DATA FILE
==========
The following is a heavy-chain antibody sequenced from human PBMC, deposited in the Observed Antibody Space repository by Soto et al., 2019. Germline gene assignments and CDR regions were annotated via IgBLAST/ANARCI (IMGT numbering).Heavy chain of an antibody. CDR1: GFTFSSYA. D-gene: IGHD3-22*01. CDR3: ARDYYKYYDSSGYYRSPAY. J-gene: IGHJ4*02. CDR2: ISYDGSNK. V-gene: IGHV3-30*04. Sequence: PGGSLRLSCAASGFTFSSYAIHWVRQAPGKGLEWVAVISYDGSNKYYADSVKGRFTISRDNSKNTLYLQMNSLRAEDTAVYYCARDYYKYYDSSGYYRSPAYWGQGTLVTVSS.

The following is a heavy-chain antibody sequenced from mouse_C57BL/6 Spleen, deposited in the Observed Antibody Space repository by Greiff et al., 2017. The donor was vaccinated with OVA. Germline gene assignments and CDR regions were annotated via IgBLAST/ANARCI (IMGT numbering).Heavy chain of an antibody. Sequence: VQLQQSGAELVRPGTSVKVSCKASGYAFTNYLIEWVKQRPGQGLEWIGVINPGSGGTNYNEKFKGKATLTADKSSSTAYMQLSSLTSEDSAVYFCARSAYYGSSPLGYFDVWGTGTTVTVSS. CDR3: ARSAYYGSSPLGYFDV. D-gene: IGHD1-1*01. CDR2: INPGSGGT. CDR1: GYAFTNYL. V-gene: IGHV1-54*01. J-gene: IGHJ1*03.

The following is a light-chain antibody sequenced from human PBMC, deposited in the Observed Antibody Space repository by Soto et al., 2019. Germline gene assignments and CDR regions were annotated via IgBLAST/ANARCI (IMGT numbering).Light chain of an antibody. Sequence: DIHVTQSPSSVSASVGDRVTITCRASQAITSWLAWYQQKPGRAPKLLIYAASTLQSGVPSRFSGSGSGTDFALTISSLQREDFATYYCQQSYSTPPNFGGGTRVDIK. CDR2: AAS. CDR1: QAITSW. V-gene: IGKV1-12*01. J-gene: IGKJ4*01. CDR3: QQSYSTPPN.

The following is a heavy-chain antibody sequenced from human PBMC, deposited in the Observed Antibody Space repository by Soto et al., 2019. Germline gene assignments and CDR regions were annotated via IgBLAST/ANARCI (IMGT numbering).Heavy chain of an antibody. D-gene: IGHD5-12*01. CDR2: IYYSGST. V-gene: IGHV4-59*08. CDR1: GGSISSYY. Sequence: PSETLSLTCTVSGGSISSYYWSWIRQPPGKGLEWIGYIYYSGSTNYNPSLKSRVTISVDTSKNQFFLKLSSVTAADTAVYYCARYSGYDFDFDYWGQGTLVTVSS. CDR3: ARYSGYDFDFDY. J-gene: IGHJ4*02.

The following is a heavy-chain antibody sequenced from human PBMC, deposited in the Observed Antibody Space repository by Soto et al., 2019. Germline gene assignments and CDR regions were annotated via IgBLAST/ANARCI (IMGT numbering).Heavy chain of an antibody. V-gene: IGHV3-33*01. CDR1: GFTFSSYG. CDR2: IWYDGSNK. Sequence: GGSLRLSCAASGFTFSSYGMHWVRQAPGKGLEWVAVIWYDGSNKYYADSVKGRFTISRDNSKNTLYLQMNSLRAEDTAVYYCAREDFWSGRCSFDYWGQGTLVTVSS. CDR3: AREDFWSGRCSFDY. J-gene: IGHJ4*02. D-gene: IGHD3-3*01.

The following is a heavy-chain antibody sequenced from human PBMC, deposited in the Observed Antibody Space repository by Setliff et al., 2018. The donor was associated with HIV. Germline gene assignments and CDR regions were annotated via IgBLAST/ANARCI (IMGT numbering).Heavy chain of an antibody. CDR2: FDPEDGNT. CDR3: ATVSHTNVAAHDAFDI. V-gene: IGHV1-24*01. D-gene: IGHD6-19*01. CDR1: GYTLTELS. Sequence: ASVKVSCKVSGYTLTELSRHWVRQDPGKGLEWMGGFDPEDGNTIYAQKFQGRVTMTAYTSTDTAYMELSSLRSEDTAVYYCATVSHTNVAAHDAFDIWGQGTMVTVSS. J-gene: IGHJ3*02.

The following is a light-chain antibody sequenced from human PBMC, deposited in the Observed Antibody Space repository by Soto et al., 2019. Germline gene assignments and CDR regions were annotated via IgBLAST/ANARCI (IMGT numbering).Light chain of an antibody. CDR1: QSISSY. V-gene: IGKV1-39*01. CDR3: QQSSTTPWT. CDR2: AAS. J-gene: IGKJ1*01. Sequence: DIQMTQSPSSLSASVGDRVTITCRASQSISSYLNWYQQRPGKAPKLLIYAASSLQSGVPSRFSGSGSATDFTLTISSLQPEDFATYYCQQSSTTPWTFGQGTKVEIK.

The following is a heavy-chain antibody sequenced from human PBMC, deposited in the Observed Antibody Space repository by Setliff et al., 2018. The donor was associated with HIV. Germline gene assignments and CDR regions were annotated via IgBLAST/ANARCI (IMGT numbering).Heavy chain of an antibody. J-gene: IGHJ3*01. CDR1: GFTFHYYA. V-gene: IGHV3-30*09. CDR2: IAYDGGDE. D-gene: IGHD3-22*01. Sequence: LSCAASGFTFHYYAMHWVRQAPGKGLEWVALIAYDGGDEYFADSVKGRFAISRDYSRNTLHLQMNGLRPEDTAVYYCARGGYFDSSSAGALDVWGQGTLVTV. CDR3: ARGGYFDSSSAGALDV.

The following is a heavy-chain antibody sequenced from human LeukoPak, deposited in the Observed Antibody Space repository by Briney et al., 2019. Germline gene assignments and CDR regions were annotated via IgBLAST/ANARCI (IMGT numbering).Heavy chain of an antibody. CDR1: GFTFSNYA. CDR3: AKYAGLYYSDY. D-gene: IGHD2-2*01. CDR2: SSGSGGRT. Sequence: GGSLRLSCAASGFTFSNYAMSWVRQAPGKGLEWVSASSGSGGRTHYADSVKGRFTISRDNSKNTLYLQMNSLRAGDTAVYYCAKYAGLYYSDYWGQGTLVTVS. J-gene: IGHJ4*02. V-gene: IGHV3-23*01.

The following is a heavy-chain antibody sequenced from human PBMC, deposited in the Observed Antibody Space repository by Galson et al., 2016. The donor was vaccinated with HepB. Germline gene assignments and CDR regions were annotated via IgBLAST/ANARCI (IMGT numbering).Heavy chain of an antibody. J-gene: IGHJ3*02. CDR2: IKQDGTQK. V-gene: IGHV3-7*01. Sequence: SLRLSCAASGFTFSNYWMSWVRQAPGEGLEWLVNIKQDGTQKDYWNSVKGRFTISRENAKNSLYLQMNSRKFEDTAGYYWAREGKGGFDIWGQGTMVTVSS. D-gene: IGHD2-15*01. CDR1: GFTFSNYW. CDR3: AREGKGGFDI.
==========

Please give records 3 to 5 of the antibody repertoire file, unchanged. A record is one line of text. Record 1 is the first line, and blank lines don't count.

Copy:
The following is a light-chain antibody sequenced from human PBMC, deposited in the Observed Antibody Space repository by Soto et al., 2019. Germline gene assignments and CDR regions were annotated via IgBLAST/ANARCI (IMGT numbering).Light chain of an antibody. Sequence: DIHVTQSPSSVSASVGDRVTITCRASQAITSWLAWYQQKPGRAPKLLIYAASTLQSGVPSRFSGSGSGTDFALTISSLQREDFATYYCQQSYSTPPNFGGGTRVDIK. CDR2: AAS. CDR1: QAITSW. V-gene: IGKV1-12*01. J-gene: IGKJ4*01. CDR3: QQSYSTPPN.

The following is a heavy-chain antibody sequenced from human PBMC, deposited in the Observed Antibody Space repository by Soto et al., 2019. Germline gene assignments and CDR regions were annotated via IgBLAST/ANARCI (IMGT numbering).Heavy chain of an antibody. D-gene: IGHD5-12*01. CDR2: IYYSGST. V-gene: IGHV4-59*08. CDR1: GGSISSYY. Sequence: PSETLSLTCTVSGGSISSYYWSWIRQPPGKGLEWIGYIYYSGSTNYNPSLKSRVTISVDTSKNQFFLKLSSVTAADTAVYYCARYSGYDFDFDYWGQGTLVTVSS. CDR3: ARYSGYDFDFDY. J-gene: IGHJ4*02.

The following is a heavy-chain antibody sequenced from human PBMC, deposited in the Observed Antibody Space repository by Soto et al., 2019. Germline gene assignments and CDR regions were annotated via IgBLAST/ANARCI (IMGT numbering).Heavy chain of an antibody. V-gene: IGHV3-33*01. CDR1: GFTFSSYG. CDR2: IWYDGSNK. Sequence: GGSLRLSCAASGFTFSSYGMHWVRQAPGKGLEWVAVIWYDGSNKYYADSVKGRFTISRDNSKNTLYLQMNSLRAEDTAVYYCAREDFWSGRCSFDYWGQGTLVTVSS. CDR3: AREDFWSGRCSFDY. J-gene: IGHJ4*02. D-gene: IGHD3-3*01.